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Thursday, November 13, 2008

Declaw Or Not?

The question of whether or not to declaw a cat is filled with debate and controversy. I talk to clients about this a lot, including a couple of times today. Here's what I talk about with them, and hopefully it will give you some insight if you have to make such a decision with your own pets.

Many people oppose declawing because of the pain and type of surgery. Those are some admittedly good points. Regardless of the method used to declaw, it is a painful procedure. We usually have to remove the last bone in the toe in order to remove the claw, which is a form of amputation. Even if proper pain control is used, the procedure produces more long-term pain than a spay or a neuter. It also has a higher risk of complication and infection because the patient is walking on the surgery sites. Recovery isn't as quick and simple as with most surgeries, even with all proper precautions. Because of these concerns, I don't think declawing should be a routine, standard, and expected procedure in cats.

Scratching and clawing is normal behavior in cats. It helps them remove the old nail sheath and is involved in scent marking. Even declawed cats will sometimes scratch at surfaces because of this natural instinct. This behavior can be directed in an appropriate direction by use of scratching posts and pads. Some cats will prefer one surface over another, so you may have to try several different ones. Trimming the nails every month can also reduce the need to claw, and will reduce any damage when the do.

However, sometimes there is a time and place for declawing surgery. If you have tried all other options and your cat is still being destructive, then consider it. In my opinion, declawing should be a last option, not a first one. However, it can come down to a decision between having the surgery done and giving the cat up for adoption. In cases like that I think it's a clear decision to have the declaw performed.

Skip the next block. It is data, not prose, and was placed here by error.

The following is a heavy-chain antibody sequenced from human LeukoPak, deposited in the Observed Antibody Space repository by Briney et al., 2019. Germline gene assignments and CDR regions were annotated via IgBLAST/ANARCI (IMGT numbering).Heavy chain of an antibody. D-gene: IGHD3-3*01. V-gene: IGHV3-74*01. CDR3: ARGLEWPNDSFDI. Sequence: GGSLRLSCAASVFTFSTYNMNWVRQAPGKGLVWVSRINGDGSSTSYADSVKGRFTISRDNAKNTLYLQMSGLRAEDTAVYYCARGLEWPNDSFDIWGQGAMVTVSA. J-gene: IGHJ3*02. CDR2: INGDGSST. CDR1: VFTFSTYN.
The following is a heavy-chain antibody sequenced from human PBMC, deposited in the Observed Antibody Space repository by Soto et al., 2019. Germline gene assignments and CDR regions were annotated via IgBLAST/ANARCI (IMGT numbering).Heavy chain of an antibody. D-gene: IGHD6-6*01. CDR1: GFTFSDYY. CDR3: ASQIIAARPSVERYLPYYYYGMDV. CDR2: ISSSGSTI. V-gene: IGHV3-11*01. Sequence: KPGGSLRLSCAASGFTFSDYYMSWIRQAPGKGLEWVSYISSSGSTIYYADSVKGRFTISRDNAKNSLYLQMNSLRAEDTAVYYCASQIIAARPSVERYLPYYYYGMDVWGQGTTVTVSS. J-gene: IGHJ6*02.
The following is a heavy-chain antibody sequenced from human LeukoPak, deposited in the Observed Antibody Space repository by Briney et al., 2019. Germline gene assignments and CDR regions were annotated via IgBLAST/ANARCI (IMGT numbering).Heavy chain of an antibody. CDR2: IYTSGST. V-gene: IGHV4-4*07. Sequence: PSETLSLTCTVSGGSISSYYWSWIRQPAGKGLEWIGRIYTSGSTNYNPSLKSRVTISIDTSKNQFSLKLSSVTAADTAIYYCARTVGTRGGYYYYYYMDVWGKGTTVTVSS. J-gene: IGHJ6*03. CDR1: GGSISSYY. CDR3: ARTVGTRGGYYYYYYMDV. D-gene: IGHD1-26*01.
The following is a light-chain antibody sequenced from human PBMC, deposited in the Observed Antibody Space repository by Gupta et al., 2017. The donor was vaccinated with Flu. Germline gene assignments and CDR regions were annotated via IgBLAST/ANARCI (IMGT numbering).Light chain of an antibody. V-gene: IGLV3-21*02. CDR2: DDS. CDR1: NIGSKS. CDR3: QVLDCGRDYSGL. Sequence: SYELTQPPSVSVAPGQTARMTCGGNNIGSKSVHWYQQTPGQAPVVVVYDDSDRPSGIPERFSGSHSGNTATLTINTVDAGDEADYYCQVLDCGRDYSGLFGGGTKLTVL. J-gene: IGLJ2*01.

This isn't an easy decision for many people and shouldn't be done lightly. However, there are good reasons for doing it. Talk to your vet about the pros and cons before making the decision.

6 comments:

  1. Thankfully declawing is illegal in the UK.

    If furniture is so important and nothing else with added environmental enrichment or other ideas have worked rehome the cat.

    Declawing can bring on other behavioural problems that are often not recognised by the owner and some that are like FUS, as the method that the cat has as a natural behavioural outlet has been removed.
    Not to mention the pain of the operation.

    I also have the same feelings on cat claw caps, again totaly cruel. I know several cats that have had FUS because of the stress of them.

    Ear mutilation (clipping into shapes) is also illegal and only done on medical grounds, ie through damage.

    Tail docking is also meant to be illegal but that is still done again. It should only be done on 1) medical grounds 2) if confirmed the dog will be a worker.
    Unfortunatly people flaunt the law on that one including vets.

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  2. I have not seen any studies that have proven the link between declawing and urinary problems. At this point I believe that to be speculation rather than proven fact. I've seen far too many cases of urinary disorders in cats with intact claws to believe that this is weighted towards declawed cats.